John Greaves (1602 - October 8, 1652) was the
second Savilian Professor of Astronomy at
Oxford University from 1643 to 1649.
He was a scholar of many languages (including
ancient Greek, Arabic, Persian, and
oriental languages, which he later applied to
his study of ancient astronomy. He is well
known as being the co-editor and translator
of the Canicularia a compilation of
Arabic astronomical tables, which included
the Zij-i-Gurgani of Ulugh Beg. He
is also well-known for his studies of ancient
units of measurement, as well as his analysis
of the pyramids of ancient Egypt
published in his Pyramidographia. His
own astronomical work included early measurements
of the solar diameter.
Greaves was born in Colemore parish, Hampshire,
in the south of England. He was the eldest son
of Reverend John Greaves, and a
Laudian. As a student, he studied
classics and oriental languages at
Balliol College, Oxford, from 1617 to 1621.
He was appointed to a professorship of
Geometry at Gresham College, London, a
college which served (and still serves) to present
free lectures on academic subjects to the people of
London. However, he left this post (apparently
without leave!) in 1637 to travel to Rome with
the goal of studying ancient units of measurement
by measuring the dimensions of ancient monuments.
This work included measurements of Roman, Greek,
and Egyptian archaeological sites,
including the pyramids. He published at least two
books on this subject, including his two best-known,
Pyramidographia, or, A description of the
pyramids in Ægypt in 1646, and
A Discourse of the Roman foot and Denarius:
from whence, as from two principles, the measures,
and weights, used by the ancients, may be deduced
in 1647. The former work was criticized,
primarily because his measurements of the pyramids'
dimensions were incorrect -- the bases of the
pyramids were covered by several thousand years
worth of sand and debris. However, the latter work
was highly praised by other contemporary scholars
In 1643, Greaves was appointed to the Savilian
Chair of Astronomy at Oxford, a position which
required him to teach students the contents and
theory behind Ptolemy's
Almagest, along with more recent (primarily Arabic)
revisions to it. During his time as the Savilian
Professor, he worked to translate many works of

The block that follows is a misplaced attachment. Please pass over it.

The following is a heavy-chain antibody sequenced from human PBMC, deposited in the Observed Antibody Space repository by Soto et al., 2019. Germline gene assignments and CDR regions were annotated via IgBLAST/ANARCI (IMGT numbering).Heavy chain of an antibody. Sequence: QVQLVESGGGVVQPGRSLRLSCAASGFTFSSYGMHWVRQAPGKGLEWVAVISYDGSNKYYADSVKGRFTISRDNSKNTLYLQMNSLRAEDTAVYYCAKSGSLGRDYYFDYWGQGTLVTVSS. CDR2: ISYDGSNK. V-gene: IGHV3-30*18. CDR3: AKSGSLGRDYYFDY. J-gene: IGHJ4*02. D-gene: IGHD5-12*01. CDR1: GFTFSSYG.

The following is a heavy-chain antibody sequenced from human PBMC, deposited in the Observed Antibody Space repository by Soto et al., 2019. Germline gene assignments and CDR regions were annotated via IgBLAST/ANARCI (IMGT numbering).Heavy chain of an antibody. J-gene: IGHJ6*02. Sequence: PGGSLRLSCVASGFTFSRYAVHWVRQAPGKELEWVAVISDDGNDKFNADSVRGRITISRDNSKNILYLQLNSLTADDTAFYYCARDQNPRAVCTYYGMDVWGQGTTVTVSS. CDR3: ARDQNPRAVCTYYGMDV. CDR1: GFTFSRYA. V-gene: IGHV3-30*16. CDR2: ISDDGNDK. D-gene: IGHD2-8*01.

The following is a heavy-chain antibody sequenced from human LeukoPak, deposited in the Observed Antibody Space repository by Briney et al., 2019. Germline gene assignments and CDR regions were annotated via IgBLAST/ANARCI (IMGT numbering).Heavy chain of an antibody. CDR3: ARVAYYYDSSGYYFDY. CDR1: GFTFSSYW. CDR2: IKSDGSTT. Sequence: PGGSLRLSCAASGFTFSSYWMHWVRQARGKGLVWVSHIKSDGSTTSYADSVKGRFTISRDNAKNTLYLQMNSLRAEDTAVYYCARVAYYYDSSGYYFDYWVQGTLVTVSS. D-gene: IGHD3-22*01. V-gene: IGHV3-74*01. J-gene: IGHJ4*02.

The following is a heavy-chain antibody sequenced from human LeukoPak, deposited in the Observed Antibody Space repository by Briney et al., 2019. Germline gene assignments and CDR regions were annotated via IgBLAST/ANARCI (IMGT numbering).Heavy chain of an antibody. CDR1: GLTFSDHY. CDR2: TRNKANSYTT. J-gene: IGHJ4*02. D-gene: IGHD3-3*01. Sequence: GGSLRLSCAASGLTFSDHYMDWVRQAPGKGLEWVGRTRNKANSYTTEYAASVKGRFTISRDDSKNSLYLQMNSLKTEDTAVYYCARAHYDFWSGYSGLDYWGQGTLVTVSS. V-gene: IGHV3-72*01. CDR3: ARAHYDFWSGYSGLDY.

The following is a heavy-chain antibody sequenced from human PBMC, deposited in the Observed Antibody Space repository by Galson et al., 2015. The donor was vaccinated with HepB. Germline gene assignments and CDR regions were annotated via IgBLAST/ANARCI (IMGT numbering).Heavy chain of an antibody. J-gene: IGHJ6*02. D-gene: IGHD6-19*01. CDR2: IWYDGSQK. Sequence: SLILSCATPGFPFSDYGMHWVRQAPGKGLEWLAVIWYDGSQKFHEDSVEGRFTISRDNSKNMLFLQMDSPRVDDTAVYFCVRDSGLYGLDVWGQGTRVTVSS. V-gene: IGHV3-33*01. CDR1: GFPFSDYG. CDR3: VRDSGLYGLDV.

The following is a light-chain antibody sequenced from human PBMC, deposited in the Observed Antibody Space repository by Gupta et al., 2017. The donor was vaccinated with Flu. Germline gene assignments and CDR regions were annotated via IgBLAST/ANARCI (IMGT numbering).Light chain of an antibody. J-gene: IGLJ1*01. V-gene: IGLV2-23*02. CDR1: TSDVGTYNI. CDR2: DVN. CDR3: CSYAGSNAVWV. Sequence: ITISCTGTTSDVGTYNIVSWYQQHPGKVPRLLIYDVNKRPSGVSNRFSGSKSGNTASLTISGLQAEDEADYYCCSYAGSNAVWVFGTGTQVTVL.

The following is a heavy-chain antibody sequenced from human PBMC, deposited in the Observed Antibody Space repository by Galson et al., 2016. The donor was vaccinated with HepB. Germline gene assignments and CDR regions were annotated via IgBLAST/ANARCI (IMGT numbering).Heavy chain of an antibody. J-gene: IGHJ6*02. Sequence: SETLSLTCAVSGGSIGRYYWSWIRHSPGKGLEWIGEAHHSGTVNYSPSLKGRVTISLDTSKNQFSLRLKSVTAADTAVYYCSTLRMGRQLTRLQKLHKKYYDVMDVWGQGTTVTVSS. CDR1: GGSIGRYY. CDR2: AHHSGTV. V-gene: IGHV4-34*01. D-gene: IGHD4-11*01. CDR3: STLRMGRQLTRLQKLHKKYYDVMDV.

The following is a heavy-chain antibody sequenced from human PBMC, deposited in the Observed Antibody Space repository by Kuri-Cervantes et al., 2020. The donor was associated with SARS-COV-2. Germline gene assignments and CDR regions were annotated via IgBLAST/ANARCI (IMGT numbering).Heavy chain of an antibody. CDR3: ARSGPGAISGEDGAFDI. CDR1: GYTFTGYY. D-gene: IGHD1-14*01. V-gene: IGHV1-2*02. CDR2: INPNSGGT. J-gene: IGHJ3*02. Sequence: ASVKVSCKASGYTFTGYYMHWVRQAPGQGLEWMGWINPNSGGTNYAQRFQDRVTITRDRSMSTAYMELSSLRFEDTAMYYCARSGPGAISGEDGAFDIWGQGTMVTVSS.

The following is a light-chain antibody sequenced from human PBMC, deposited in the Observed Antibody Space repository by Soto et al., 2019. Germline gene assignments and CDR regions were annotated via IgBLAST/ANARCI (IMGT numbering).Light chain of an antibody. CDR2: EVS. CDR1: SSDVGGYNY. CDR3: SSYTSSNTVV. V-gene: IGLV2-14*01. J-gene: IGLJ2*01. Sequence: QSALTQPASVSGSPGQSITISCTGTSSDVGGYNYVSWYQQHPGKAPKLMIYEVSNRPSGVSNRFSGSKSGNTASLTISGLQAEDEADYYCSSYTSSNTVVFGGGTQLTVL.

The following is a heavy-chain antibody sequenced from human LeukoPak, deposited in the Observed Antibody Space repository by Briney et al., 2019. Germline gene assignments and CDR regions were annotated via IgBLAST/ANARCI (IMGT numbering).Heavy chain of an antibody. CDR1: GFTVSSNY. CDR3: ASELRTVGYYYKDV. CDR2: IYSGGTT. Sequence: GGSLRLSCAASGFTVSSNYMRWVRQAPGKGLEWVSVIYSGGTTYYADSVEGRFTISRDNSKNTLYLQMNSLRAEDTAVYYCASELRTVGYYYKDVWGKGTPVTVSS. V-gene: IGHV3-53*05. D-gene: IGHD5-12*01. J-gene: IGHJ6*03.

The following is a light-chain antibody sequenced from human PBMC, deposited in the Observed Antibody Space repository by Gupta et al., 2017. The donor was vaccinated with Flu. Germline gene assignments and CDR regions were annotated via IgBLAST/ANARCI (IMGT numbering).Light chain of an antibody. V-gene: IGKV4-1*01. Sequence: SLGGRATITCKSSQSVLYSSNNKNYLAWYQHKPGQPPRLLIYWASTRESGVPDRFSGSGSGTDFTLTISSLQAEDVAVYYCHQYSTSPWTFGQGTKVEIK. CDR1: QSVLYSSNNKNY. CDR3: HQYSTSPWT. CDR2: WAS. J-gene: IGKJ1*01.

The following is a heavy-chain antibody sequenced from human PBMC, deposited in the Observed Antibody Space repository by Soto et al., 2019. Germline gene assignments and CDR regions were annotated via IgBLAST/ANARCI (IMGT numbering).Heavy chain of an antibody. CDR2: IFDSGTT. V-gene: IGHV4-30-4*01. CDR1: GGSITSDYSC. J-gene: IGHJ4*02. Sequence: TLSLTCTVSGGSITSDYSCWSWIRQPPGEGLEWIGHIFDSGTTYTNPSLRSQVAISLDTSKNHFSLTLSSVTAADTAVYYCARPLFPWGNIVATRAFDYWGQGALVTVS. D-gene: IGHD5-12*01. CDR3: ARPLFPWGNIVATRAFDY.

Arabic and Persian astronomy and astrometry to
Latin, as had his predecessor, John Bainbridge.
He released several books on the subject, including
the tables of the great astronomer of Samarkand,
Ulugh Beg, and Abu al-Fida' Isma'il ibn 'Ali.
Such works were very valuable to astronomy at the
time, as accurate, ancient records of stellar
positions and planetary motions helped later
astronomers to understand the motions of stars
and planets. For example, Greaves' translation of
Shah Cholgii Persae Astronomica (presumably
the translations of observations of a Shah(*) of
Persia) were used by John Flamsteed for his
Gresham Lectures, specifically Lecture 10 on the
obliquity of the solar ecliptic. Greaves'
work culminated with the publication of
Canicularia(**) in 1648, a large work
including translations of Arabic and Persian
astronomical tables, and derivations of
stellar positions and the Earth's precession, a
work commenced by John Bainbridge.
Unfortunately, Greaves' time as Savilian Chair
was short -- he was essentially sacked in 1649.
One reference says this was due to his
misappropriation of funds from the school.
However, as Greaves was a Laudian, and since
Charles I was executed that year, his removal
was probably due to a purge of academia
by the Cromwellians in
Apparently, Greaves knew he would be let go,
and rather than be fired, he resigned his Chair
and offered it to Seth Ward, who then held the
Savilian Chair until 1661, when Christopher Wren
In any case, Greaves remained in London, married,
and wrote several more books on astronomy,
ancient architecture, and ancient Persian grammar
before his death in 1652.
(*) Gritchka suggests "Shah Cholgius" might be
Il-Khan Hülegü, grandson of Genghis Khan.
(**) specifically, Iohannis Bainbrigii --
Canicularia: Una cum demonstratione ortus Sirii
heliaci, pro parallelo inferioris Ægypti /
Auctore Iohanne Gravio. Quibus accesserunt,
insigniorum aliquot stellar longitudines, &
latitudines, ex astronomicis observationibus Ulug
Beigi, Tamerlani Magni nepotis (nunc primum a J.
In English, it's something like Concerning
the Dog Star: one with a demonstration of
the heliacal position of Sirius from lower
Egypt. With stellar longitudes
and latitudes from astronomical
observations of Ulugh Beg, grandson of
Tamerlane. Thanks again to Gritchka
for helping to translate this ridiculously long
Francis R. Johnson, Astronomical Thought In Renaissance England, Octagon Books, NY, 1968
The Gresham Lectures of John Flamsteed, edited by Eric Forbes, Mansell
Yale University library catalog